While many drugs act as a lifeline, mitigating symptoms and treating an illness, some are hazardous and have the potential to put the world’s 59 million health care workers administering them at risk. Given the current crisis, never has the health of front-line workers — and thus the availability of personal protective equipment — been more critical.
The U.S. National Institute for Occupational Safety and Health lists over 200 hazardous drugs that have the potential to cause adverse reactions — such as rashes, infertility, and even cancer, if measures aren’t taken to protect against contact. Such drugs include those used for chemotherapy, antivirals, hormones, and some bioengineered drugs.
“You need to have a complete process of safe handling, not only in the pharmacy … but during transportation, storage, dispensing, and during administration.”— Sherif Kamal, clinical pharmacist, Children’s Cancer Hospital Egypt
Sherif Kamal, a clinical pharmacist at the Children’s Cancer Hospital Egypt, has said that cancer medications, in particular, pose a great risk to health care workers, including pharmacists and nurses.
“When you are exposed through your skin, inhalation, or digestion, there are not only the systemic side effects of the anti-cancer drugs but also the risk of getting cancer,” he said. “Some exposure can cause secondary acute myeloid leukemia.”
While data is lacking on the number of health workers potentially exposed to hazardous drugs in workplaces in low- and middle-income countries, that figure in the U.S. is thought to be approximately 8 million.
Kamal called for the Egyptian government to replicate the efforts of countries such as the U.S., as well as those in the European Union, by introducing better safeguarding policies and procedures.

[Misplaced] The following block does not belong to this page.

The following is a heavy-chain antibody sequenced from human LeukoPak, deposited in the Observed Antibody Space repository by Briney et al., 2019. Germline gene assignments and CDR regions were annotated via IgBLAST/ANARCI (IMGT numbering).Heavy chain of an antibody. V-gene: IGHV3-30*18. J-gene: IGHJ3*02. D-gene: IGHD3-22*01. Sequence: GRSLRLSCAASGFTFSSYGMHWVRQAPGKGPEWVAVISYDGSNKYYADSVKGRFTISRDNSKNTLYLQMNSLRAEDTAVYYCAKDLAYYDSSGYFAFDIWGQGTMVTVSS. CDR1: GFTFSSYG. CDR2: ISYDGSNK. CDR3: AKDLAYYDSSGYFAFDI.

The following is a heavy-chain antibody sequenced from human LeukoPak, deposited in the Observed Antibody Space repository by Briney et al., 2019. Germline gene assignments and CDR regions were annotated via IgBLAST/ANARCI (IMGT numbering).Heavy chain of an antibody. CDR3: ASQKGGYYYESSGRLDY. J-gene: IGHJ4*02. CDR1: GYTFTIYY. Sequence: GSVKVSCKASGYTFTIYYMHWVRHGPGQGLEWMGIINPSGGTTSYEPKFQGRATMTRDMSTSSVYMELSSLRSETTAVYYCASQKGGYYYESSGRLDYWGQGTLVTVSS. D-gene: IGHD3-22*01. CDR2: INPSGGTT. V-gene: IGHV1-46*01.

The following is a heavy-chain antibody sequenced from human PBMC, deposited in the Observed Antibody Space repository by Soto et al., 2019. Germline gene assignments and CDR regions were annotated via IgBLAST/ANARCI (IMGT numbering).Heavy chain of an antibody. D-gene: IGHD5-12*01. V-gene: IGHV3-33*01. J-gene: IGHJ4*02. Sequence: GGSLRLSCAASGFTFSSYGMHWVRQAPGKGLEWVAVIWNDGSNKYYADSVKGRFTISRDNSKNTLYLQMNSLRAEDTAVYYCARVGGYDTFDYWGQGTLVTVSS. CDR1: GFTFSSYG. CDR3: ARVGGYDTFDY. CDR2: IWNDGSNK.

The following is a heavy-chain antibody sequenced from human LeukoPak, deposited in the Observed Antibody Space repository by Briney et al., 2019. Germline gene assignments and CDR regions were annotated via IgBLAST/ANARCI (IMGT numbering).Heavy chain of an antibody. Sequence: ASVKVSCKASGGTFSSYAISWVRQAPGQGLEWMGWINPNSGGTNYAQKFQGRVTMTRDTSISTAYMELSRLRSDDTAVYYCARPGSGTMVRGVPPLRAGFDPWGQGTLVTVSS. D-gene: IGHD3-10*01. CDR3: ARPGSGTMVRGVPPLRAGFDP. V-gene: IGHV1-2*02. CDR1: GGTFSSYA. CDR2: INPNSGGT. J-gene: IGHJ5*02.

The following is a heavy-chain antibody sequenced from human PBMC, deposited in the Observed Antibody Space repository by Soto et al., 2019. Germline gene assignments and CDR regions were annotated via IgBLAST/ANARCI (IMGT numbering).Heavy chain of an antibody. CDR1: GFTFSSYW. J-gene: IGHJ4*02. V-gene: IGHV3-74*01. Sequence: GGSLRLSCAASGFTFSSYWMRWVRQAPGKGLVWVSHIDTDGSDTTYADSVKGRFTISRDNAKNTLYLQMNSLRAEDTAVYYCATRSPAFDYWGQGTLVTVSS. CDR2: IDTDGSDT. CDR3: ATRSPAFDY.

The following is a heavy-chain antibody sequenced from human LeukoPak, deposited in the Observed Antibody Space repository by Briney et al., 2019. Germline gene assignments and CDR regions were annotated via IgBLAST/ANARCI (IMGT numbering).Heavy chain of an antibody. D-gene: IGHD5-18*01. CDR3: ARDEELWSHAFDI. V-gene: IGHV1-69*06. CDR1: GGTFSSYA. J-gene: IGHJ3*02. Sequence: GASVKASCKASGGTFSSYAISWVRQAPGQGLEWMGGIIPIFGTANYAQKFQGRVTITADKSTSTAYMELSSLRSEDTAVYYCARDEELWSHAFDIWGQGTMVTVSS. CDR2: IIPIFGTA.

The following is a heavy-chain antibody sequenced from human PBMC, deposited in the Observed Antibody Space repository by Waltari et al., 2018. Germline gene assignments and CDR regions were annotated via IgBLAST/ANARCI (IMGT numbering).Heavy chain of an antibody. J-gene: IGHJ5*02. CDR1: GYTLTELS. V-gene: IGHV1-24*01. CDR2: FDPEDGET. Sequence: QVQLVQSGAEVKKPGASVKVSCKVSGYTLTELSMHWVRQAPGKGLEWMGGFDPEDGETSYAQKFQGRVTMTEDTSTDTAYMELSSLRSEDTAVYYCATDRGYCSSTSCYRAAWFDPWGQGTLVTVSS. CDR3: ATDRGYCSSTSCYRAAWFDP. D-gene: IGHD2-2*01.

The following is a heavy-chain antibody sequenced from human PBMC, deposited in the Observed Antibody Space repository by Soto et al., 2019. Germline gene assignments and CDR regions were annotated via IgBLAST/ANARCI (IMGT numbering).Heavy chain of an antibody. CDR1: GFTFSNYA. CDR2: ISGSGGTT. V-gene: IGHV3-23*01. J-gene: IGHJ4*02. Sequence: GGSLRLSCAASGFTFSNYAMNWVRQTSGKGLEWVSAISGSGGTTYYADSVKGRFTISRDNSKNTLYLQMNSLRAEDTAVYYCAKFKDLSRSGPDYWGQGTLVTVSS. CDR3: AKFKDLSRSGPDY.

Hazardous drugs explained
According to the U.S. National Institute for Occupational Safety and Health, drugs are classified as hazardous if they have any one of these six characteristics:
• Genotoxicity: the ability to cause a change or mutation in genetic material.
• Carcinogenicity: the ability to cause cancer.
• Teratogenicity: the ability to cause defects in fetal development or fetal malformation.
• Fertility impairment or reproductive toxicity.
• Serious organ toxicity at low doses.
• Chemical structure and toxicity profile that mimic existing drugs determined to be hazardous.
“We need to put occupational safety and health as a mandatory standard and have it mandated by the government,” he said, adding that a certification program on safe handling for the whole of Egypt needs to be created. “We’re raising awareness that you need to have a complete process of safe handling, not only in the pharmacy and the IV admixture [a mixture of two or more drugs into IV fluid] but during transportation, storage, dispensing, and during administration, even if the drug is oral medication.”
Speaking to Devex, Kamal discussed the risks that those in the health sector face and what measures Egypt should be taking. This conversation has been edited for length and clarity.
What risks do health workers face when handling hazardous drugs?
They are exposed to a lot of risks, like when they’re handling cancer medications. We know already they face exposure through inhalation, ingestion, or contact with the chemistry of anti-cancer drugs themselves. Because of that, we use safe handling techniques, but I can tell you that in the pharmacy, we are the most exposed. Outside the pharmacy, the exposure is higher in areas where the administration is done by the nursing staff.